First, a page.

It sounds like something that is intended to give all the benefits of a vow of poverty, with only some of the drawbacks. If you wanted to use it in my game, I wouldn't even start deciding about it until you came up with:

1. A gaming purpose: how does this help the game be more fun for all the players?

2. An in-world purpose. What organization wants its members to take this vow, and why?

3. Clear balance. If it gives as much benefit as a vow of poverty, it must also carry as much drawback.

I have no problem with new ideas, but it's important to make them fit into the game, and the world, as a whole.

FreakyCheeseMan
2013-02-15, 11:46 AM
Vows of poverty actually existed in the real world, and were originally included in the game for purposes of simulation.

You're inventing something new. There's nothing wrong with that, but what is its gaming purpose? And what is its in-world purpose?

It sounds like something that is intended to give all the benefits of a vow of poverty, with only some of the drawbacks. If you wanted to use it in my game, I wouldn't even start deciding about it until you came up with:

1. A gaming purpose: how does this help the game be more fun for all the players?

2. An in-world purpose. What organization wants its members to take this vow, and why?

3. Clear balance. If it gives as much benefit as a vow of poverty, it must also carry as much drawback.

I have no problem with new ideas, but it's important to make them fit into the game, and the world, as a whole.

So, my original intention was:

I just had a horrible idea that amuses me so much that I must share it.

This was , I freely admit, a silly idea. Since I had it, I've actually sort of started to like it, and am re-making it as a base class in Homebrew: The Rich Guy. (http://www.giantitp.com/forums/showthread.php?t=271768)

But, to answer anyway, point by point.

1: It encourages creative and unusual solutions. Gold is a powerful and versatile force in the world of D&D, but by PCs, it is almost always reserved for spells and magic items. The Vow of Wealth takes some of the pressure off of that (by giving you some of those benefits by default), and prevents you from spending money along those lines- allowing you to spend it along others. Cohorts, bribes, investment in organizations, funding large-scale projects... obviously, for a linear or hack-and-slash game, this would be a horrible idea. But, for an open-ended, roleplay game, it could be fun to see what sort of mark players make on the world.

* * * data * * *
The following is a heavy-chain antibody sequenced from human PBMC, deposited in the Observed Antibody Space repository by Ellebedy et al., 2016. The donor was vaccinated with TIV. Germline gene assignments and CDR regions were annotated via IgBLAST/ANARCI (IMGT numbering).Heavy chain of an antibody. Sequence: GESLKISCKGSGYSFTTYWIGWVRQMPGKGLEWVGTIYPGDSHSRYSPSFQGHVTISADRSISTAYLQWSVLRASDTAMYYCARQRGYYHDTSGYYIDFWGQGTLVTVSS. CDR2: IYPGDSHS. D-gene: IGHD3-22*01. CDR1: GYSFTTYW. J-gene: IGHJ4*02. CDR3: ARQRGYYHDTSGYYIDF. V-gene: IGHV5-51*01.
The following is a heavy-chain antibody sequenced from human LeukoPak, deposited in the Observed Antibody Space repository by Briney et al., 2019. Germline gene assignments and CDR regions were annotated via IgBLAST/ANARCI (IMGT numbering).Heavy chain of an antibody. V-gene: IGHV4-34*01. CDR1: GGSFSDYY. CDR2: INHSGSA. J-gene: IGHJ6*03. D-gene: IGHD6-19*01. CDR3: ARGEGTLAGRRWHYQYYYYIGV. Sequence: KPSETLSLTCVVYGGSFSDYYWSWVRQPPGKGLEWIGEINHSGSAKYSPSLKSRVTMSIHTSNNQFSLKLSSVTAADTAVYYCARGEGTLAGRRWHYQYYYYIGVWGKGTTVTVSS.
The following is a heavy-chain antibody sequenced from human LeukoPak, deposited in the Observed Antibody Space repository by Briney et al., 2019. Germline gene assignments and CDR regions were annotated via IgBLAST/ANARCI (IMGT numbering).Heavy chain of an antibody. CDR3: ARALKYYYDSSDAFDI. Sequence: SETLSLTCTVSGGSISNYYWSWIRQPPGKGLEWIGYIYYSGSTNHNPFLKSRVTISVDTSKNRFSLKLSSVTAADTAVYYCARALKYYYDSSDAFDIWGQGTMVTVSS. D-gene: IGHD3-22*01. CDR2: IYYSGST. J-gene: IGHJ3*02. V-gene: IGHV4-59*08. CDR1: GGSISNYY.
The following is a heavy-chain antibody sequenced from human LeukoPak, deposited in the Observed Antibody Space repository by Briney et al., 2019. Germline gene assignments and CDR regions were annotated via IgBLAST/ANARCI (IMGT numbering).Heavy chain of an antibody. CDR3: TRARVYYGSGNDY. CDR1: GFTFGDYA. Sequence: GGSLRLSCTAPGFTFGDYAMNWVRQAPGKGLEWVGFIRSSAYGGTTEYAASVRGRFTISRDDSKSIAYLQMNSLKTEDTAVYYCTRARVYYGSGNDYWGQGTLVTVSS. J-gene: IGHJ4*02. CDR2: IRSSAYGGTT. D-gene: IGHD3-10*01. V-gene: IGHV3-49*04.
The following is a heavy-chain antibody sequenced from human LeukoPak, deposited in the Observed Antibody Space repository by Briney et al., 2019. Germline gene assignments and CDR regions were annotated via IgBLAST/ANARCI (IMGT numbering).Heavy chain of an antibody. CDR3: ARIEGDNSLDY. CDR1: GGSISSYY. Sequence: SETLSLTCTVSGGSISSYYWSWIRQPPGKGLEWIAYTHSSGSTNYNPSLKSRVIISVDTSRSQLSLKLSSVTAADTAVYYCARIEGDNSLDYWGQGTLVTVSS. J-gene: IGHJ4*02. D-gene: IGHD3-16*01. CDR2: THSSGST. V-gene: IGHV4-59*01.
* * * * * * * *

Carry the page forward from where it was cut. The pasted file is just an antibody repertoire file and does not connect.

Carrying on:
2: I've never liked the flat D&D setting, and am not that familiar with it. But, as one of the guys above me mentioned, there are God of wealth and mercantilism, as well. Maybe they object to adventurers - some of the richest individuals in existence - still getting their hands dirty while living like particularly disenfranchised hobos?

3: Two points to this. First, Vow of Poverty is broken to begin with, at least by pure mechanics. As it's "Broken low", Vow of Wealth can be objectively better, while still balancing with the game as a whole. If I suggested a new feat, you wouldn't insist that it had to be balanced with "Skill Focus: Speak Language." for usefulness and mechanical benefit.

Secondly, I only said that Vow of Wealth is similar to Vow of Poverty in that it gives mechanical benefits, in exchange for limiting the player's use of magic items. I didn't say it had to be *exactly* the same - so, if you insisted on balancing Vow of Wealth to Vow of Poverty, you could simply give it worse benefits.

snoopy13a
2013-02-15, 11:51 AM
I just had a horrible idea that amuses me so much that I must share it.

So, "Vow of Wealth" would work a little bit like "Vow of Poverty" - you get direct mechanical benefits in exchange for not using expensive gear. The difference is that, with Vow of Wealth, you are allowed to keep your gold, and spend it on other things. Cohorts. Animals. Support organizations. Engineering contractors. Excavation crews. Bribes.

The goal of "Vow of Wealth" would be the direct application of money as your single greatest superpower.

It's funny, but from a mechanicial standpoint it sounds like you're double-dipping. That is, you get benefits for not spending your money on gear, which allows you to spend your money on other useful things.

FreakyCheeseMan
2013-02-15, 11:54 AM
It's funny, but from a mechanicial standpoint it sounds like you're double-dipping. That is, you get benefits for not spending your money on gear, which allows you to spend your money on other useful things.